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Trowel and Error

Video Transcript

We teach you how to install tile the correct way! Learn NTCA-approved, correct trowel techniques to set large format tile and how to create a stronger bond between the tile and the substrate. This will prevent crack transmission, lippage, tile breakage and other costly tile installation repairs.

Tile and stone are very durable materials that can and should last a lifetime. When tiles break, more often than not, it’s due to issues with the substrate or the installation method.
The way you trowel mortar for setting tile makes a drastic difference. Porcelain tiles, in particular, can withstand extra heavy service conditions. It requires a lot of impact or point load to cause bond loss when installed correctly over a sound substrate. The mortar under this tile was installed using the correct trowel technique. On the other hand, since tile is a hard and brittle finish or a veneer, unsupported space under the tiles actually creates weak spots. That same Porcelain tile may be easily damaged by the same impact, heavy loads and other causes.
Spot bonding with mortar is not recommended to set tile. It may be easier to set tiles flat to each other during the installation, but it’s only a matter of time before just the slightest force causes a failure! The first tile was installed using the NTCA-recommended ANSI Standard - the others were not.

Unfortunately, many tiles are being installed incorrectly, especially very large tiles. This can result in costly breakage! The job may be done more quickly, but you will not get proper mortar coverage. Air gets trapped with nowhere to go and leaves the tile unsupported. Swirling the mortar causes voids where the tile is not bonded to the substrate. These voids can result in cracked tile and bond failure under normal use but especially under point load or impact.
In addition to impact and heavy loading, tiles set without proper mortar coverage are more likely to fail under many conditions! To name a few - substrate deflection; shrinkage or creep; thermal expansion in high temperatures; and freeze/thaw applications.

A lack of perimeter and other movement joints affects well bonded tile so imagine when half - or even less - of a tile is adhered. According to the American National Standards Institute and the TCNA Handbook, tile requires a minimum of 80% mortar coverage in interior applications -- 95% for exteriors and wet environments. Natural stone tile requires 95% coverage in all areas.
During the manufacturing process of most large tiles, the center tends to dome or warp upward. This warpage requires more mortar to be used and air is even less likely to be removed when the mortar is swirled.

Flatter substrates are also required to successfully set large format tiles as they cover a much larger area. According to TCNA and ANSI guidelines, variations in floor flatness should not exceed 1/4” in 10 feet. When working with large format tile, a tile with any side 15 inches or longer, there is even less tolerance. Variation is limited to 1/8” in 10 feet and no more than 1/16” in 24 inches. The key to successful coverage is “Playing It Straight!” - combing the mortar in straight lines. Trowel ridges running in straight lines are much easier to collapse.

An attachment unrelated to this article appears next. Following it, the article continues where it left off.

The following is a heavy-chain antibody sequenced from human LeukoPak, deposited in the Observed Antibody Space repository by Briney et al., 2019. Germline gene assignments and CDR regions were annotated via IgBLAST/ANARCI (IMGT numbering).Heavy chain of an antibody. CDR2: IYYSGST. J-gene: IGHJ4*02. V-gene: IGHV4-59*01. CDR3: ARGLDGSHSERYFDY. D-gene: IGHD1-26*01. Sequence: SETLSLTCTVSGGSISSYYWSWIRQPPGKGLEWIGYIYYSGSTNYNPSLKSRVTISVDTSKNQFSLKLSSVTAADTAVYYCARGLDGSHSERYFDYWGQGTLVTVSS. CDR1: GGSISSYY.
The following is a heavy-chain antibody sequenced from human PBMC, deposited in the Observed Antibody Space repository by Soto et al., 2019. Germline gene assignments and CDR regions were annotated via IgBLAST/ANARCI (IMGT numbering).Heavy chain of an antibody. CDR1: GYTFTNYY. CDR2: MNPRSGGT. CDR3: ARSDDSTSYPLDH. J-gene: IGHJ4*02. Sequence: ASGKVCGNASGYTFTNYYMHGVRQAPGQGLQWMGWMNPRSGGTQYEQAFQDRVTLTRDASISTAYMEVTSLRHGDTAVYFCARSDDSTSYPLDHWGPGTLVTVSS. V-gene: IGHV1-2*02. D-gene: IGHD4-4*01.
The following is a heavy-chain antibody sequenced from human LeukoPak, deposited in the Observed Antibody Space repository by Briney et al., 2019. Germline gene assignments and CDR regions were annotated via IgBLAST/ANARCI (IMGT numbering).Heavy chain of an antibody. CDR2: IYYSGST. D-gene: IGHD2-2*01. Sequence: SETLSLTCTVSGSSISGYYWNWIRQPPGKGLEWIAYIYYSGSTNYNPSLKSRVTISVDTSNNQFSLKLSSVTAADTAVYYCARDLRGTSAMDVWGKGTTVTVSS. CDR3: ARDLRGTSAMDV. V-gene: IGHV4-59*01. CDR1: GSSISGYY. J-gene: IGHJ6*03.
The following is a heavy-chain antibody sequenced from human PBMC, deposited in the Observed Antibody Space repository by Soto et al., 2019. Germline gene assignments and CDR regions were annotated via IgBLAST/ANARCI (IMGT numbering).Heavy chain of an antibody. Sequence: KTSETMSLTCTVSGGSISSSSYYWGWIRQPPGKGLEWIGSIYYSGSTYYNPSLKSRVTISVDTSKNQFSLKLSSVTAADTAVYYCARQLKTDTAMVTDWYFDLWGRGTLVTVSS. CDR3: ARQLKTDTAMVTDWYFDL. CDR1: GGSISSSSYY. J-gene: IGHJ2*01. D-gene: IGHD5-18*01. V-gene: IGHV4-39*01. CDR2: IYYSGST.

They assist with air removal to maximize mortar coverage and ensure a strong bond to the tile and substrate. The first is to “key in” a coat of mortar into the substrate with the flat side of the trowel. Then, add more mortar to the substrate and comb the mortar in straight lines, all going in one direction. Combing the trowel ridges in straight lines provides better distribution of the mortar. With rectangular tile, trowel ridges should go across the short direction of the tile. This allows better air release when you bed the tile. Be careful not to leave any voids along chalk lines or between tiles. Use a trowel that will help you achieve continuous minimum 3/32” coverage. Larger tiles most often require deeper trowels.
For large format tile, glass tile, natural stone or any tile set on exterior surfaces, “backbuttering” the tile is recommended. Use the flat side of the trowel to get an even coat of mortar and fill all the spaces in the surface.

To finish, set the tile firmly, and move it backward and forward across the trowel ridges about 1/8 to ¼ inch. Move the tile only in one direction, perpendicular to the ridges, without moving in the opposite direction or twisting the tile. When you first start setting and then periodically through the installation, remove a tile and check for coverage. Ridges should be collapsed, and you don’t want the tile or the substrate to be missing mortar. Straight trowel ridges collapse with back and forth motion to eliminate voids. You will get a much stronger bond with complete mortar coverage. And remember - the larger the trowel, the more back and forth movement is needed.

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